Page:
"Once, at a formal dinner, when [a rich] guest complained about the cost of welfare programs for the poor, Buffett replied tartly, 'I'm a lot more concerned about welfare for the rich.'"--from a book on Warren Buffett

      by bjssp on Fri Feb 21, 2014 at 10:23:03 AM PST

      [ Parent ]

  •  GOP Worried About Texas Turning Blue (1+ / 0-)
    Recommended by:
    JBraden

    I don't quite agree with Kos' tweet, but this article is interesting.

    Key paragraphs:

    Today, Cornyn estimates he is spending about $100,000 a month on digital outreach...

    With the help of two young aides, Brendan Steinhauser and Josh Eboch — tech-friendly operatives who preach the gospel of campaign analytics as told in Sasha Issenberg’s book The Victory Lab — Cornyn has seen a big payoff from the increased voter-contact efforts and engagement on social media.

    Cornyn’s fan base on Facebook has exploded, rising at last count to more than 250,000 from about 27,000 in August. Since the summer, his campaign's email list has grown by some 250 percent since the summer, and the number of online donors has increased by more than 200 percent during the same period, according to figures provided by the campaign.

    ...

    Munisteri said there were no staff members dedicated to full-time minority outreach when he became party chairman. Today, thanks in part to the RNC money, there are nine: one focused on black voters, one conducting Asian outreach and seven working to court the rapidly growing Hispanic population.

    The jerk in me wants Stockman to win and then rely on, say, prayer and what have you in order to win. Maybe it didn't work to end the droughts, but you never know with elections.

    "Once, at a formal dinner, when [a rich] guest complained about the cost of welfare programs for the poor, Buffett replied tartly, 'I'm a lot more concerned about welfare for the rich.'"--from a book on Warren Buffett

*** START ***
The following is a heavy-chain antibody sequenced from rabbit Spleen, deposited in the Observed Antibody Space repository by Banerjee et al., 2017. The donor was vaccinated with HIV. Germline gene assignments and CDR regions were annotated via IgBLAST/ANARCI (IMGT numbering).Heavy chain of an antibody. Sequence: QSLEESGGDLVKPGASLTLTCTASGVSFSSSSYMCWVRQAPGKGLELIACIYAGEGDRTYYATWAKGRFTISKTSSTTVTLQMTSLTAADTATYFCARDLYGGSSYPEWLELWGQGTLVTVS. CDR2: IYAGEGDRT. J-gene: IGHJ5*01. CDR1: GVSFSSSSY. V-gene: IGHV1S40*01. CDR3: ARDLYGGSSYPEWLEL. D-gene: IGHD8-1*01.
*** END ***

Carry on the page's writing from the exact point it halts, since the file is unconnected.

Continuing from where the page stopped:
by bjssp on Fri Feb 21, 2014 at 10:13:56 AM PST

    •  I don't sense they are all that worried (0+ / 0-)

      Maybe some day, but not now.

    •  If he's spending $100,000 a month (3+ / 0-)

      on digital outreach and over half a million dollars later he's only got 250k fans on Facebook I think most people in social media would laugh. That's like paying $2.70 per Facebook like. You should fire your firm if that's the ROI you're getting on SEO outreach.

      I also enjoy the graf about minority outreach. Luckily they hired that Asian to get all the Asian voters! Because, you know, the Vietnamese, Koreans, Japanese, Chinese, Philippino, etc. are all one homogenous group that thinks the same way.

      I love articles like these. "Republicans Throwing Time and Money Into Field Game"

      ...because throwing huge sums of money at something is a TOTALLY different strategy than before.

      •  I wouldn't judge too quickly. (0+ / 0-)

        Assuming it's even halfway competent, it'll probably help them.

        That said, as I indicated above, I think there's only so much juice to squeeze here, although for different reasons.

        "Once, at a formal dinner, when [a rich] guest complained about the cost of welfare programs for the poor, Buffett replied tartly, 'I'm a lot more concerned about welfare for the rich.'"--from a book on Warren Buffett

        by bjssp on Fri Feb 21, 2014 at 11:56:59 AM PST

        [ Parent ]

        •  Oh I know it helps them. (0+ / 0-)

          Having 250k likes is much better than 27k. I'm just saying the ridiculously poor ROI is a systemic problem for Republicans. They throw piles of cash at something for such a small result.

          •  I also (1+ / 0-)
            Recommended by:
            gabjoh